You will never guess where you can find a wide selection of biblical quotations when you visit Harrisburg. Well, yeah, the bible. But I’m talking a building.
It’s the State Capitol of all places–hard to believe in this day and age where there is always someone looking to be offended.
PA Rep. Kathy Rapp, a Republican out of the northwestern part of the state, put out a nice booklet that is complete with the verses and the scenes that accompany those verses. Many are in the Governor’s reception room, House chambers and Senate chambers.
Rapp stated in the first page of her book “Pennsylvania’s history and heritage is rooted in religious significance. From William Penn’s own vision and statement of establishing a Holy Experiment, to the first laws proposed by the General Assembly, to the first section of the first Constitution, the Charter of Privileges, entitled the freedom of conscience, our founders based their way of life on religious convictions.
There are verses from the Old Testament, including Isaiah 42:1,4,7,10 “Behold my servant whom I uphold to pen the blind eyes, to bring out the prisoners from the prison, and them that sit in darkness out of the prison house. Sing unto the Lord a new song ye that go down to the sea.”
There are also several from the New Testament and the Gospels, like Matthew 5:10 “Blessed are they which are persecuted for righteousness sake.”
No, this would not happen today. Not with the hyper-politically correct world we live in. In fact, it’s kind of surprising no one has fought to take it down. Maybe they have and I don’t know it.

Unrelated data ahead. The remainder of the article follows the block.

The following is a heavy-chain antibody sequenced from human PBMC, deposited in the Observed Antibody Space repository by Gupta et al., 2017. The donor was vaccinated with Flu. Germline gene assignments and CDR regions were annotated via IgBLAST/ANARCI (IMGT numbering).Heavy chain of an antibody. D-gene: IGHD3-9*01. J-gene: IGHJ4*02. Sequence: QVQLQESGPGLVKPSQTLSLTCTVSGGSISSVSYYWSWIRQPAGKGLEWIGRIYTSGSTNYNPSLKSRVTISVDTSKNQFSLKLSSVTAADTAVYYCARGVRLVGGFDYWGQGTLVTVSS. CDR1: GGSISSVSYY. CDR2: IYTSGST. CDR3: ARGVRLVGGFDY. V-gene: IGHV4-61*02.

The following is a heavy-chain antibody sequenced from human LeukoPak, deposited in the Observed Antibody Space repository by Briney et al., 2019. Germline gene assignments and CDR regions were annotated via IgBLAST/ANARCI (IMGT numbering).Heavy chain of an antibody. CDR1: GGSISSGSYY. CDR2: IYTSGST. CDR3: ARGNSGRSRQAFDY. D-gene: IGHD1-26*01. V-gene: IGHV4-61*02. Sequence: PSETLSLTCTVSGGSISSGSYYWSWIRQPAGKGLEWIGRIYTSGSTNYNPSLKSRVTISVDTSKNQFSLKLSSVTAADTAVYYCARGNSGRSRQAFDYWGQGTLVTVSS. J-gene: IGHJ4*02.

There’s a case involving Lehigh County and the cross on its county seal that was added in 1944. It was fine then, but of course it had to offend somebody eventually. Yep. It did. The Wisconsin-based Freedom From Religion Foundation—how they came across the symbol is beyond me—joined four Lehigh County residents and filed a lawsuit. According to the Morning Call, they argued “the seal was a violation of their first amendment rights.”
U.S. District Judge Edward G. Smith agreed with the folks who were offended. He ruled in September that Lehigh Co. would have to change it on flags, cars or other property but could keep it on older documents. The County appealed to the Third Circuit U.S. Court of Appeals, which is waiting for the U.S. Supreme Court to act on a similar case before it makes a ruling.